Cattle grazing in pasture

Survey Shows Support for Humanely Raised Foods

Group says Americans expect humanely raised food and are willing to pay more for it.

The American Humane Association last week released a new national survey of 5,900 Americans that the group says shows overwhelming popular support for the humane treatment of farm animals and humanely raised foods.

The survey is the second conducted by American Humane Association, and reveals that more than nine in ten respondents (94.9%) were very concerned about farm animal welfare, up from 89% in the 2013 study.

More than three-quarters (75.7%) stated that they were very willing to pay more for humanely raised eggs, meat, and dairy products, up from 74% last year.

Group says Americans expect humanely raised food and are willing to pay more for it.

For the second year in a row, in a ranking of the importance of food labels, "humanely raised" scored highest over "antibiotic-free," "organic," and "natural."

Impediments to people's choosing humane products was also explored: While one-third of those surveyed (35.3%) said they did purchase humanely raised foods, more than half (54.6%) said they were either not available (35.6%) or too expensive (19%).

Nearly one in ten (9%) said they did not know the difference.

'Humane table for the Holidays'
In conjunction with the survey release, the group visited Capitol Hill to urge Americans to "set a humane table for the holidays and support humane farm practices."

At the briefing, small, medium and large producers spoke out about the benefits of good farm animal welfare and their work to advance safe, affordable, and humanely raised food.

Kay Johnson Smith, president and CEO of the Animal Agriculture Alliance, offered her thoughts about the importance of animal welfare on all size farms, and ensuring a safe and affordable food system in America.

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"Animal welfare is not a new concept to America's farmers and ranchers – it is a responsibility they have taken seriously for centuries," Smith said. "But recognizing our society is now three to four generations removed from the farm and wants to know more about where their food comes from and how it's produced, the animal agriculture community recognized the need to demonstrate their care and commitment to their animals in a more concrete way.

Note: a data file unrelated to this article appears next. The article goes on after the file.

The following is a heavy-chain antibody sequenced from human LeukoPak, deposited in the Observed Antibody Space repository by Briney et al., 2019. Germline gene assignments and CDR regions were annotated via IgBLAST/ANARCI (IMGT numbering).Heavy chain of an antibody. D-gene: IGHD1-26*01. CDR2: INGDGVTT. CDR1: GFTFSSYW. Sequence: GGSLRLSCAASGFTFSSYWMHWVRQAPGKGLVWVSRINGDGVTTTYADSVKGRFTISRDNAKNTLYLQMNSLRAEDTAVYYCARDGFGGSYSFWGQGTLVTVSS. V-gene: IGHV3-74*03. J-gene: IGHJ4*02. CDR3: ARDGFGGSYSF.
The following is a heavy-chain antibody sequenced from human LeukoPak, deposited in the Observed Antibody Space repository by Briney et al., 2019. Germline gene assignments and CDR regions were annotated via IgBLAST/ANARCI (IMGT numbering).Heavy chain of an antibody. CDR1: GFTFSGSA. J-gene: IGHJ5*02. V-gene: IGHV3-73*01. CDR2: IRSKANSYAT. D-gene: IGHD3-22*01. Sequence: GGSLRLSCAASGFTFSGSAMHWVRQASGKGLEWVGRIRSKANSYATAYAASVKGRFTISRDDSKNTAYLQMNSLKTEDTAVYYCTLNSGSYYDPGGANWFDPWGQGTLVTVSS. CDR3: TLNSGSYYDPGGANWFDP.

"It's important to recognize that farm animal welfare is complex because how farm animals are raised impacts other important factors, such as food safety, the environment and costs, as well. It's not in the animals' – or the farmers' – best interest to make decisions about housing or space based on emotion, but rather on science and with a full understanding of how any change will impact these other important issues."

James Mulhern, president and CEO of the National Milk Producers Federation, talked about how good animal welfare also translates to better health for families.

"America's dairy farmers have a long history of providing excellent care to their dairy cattle. In addition to the moral imperative of quality animal care, healthy, well-treated cows are the key factor in the production of high quality milk upon which dairy farmers' livelihoods depend," he said.

"Simply put, what's good for cows is good for the farmers who milk those cows. And this industry-wide commitment to proper animal health care provides millions of consumers with a safe, wholesome, high quality milk supply."

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